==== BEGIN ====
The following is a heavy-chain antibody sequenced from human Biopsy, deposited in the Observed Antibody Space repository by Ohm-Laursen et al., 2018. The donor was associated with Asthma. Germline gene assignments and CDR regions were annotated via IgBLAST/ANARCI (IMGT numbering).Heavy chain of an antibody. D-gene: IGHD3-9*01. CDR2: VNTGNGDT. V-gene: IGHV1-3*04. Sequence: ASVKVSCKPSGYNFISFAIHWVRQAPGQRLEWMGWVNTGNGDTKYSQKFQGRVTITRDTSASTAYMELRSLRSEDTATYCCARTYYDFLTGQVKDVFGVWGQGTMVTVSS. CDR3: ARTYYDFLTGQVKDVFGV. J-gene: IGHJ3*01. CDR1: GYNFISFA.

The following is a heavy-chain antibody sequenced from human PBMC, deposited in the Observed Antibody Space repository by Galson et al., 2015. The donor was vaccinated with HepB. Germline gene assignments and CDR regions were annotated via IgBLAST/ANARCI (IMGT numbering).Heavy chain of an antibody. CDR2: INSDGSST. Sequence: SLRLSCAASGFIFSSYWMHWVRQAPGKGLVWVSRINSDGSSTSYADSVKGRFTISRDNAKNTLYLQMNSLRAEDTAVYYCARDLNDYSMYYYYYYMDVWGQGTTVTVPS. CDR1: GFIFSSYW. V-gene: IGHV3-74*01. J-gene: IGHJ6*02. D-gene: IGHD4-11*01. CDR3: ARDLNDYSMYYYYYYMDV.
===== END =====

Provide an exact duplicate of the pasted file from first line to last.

The following is a heavy-chain antibody sequenced from human Biopsy, deposited in the Observed Antibody Space repository by Ohm-Laursen et al., 2018. The donor was associated with Asthma. Germline gene assignments and CDR regions were annotated via IgBLAST/ANARCI (IMGT numbering).Heavy chain of an antibody. D-gene: IGHD3-9*01. CDR2: VNTGNGDT. V-gene: IGHV1-3*04. Sequence: ASVKVSCKPSGYNFISFAIHWVRQAPGQRLEWMGWVNTGNGDTKYSQKFQGRVTITRDTSASTAYMELRSLRSEDTATYCCARTYYDFLTGQVKDVFGVWGQGTMVTVSS. CDR3: ARTYYDFLTGQVKDVFGV. J-gene: IGHJ3*01. CDR1: GYNFISFA.

The following is a heavy-chain antibody sequenced from human PBMC, deposited in the Observed Antibody Space repository by Galson et al., 2015. The donor was vaccinated with HepB. Germline gene assignments and CDR regions were annotated via IgBLAST/ANARCI (IMGT numbering).Heavy chain of an antibody. CDR2: INSDGSST. Sequence: SLRLSCAASGFIFSSYWMHWVRQAPGKGLVWVSRINSDGSSTSYADSVKGRFTISRDNAKNTLYLQMNSLRAEDTAVYYCARDLNDYSMYYYYYYMDVWGQGTTVTVPS. CDR1: GFIFSSYW. V-gene: IGHV3-74*01. J-gene: IGHJ6*02. D-gene: IGHD4-11*01. CDR3: ARDLNDYSMYYYYYYMDV.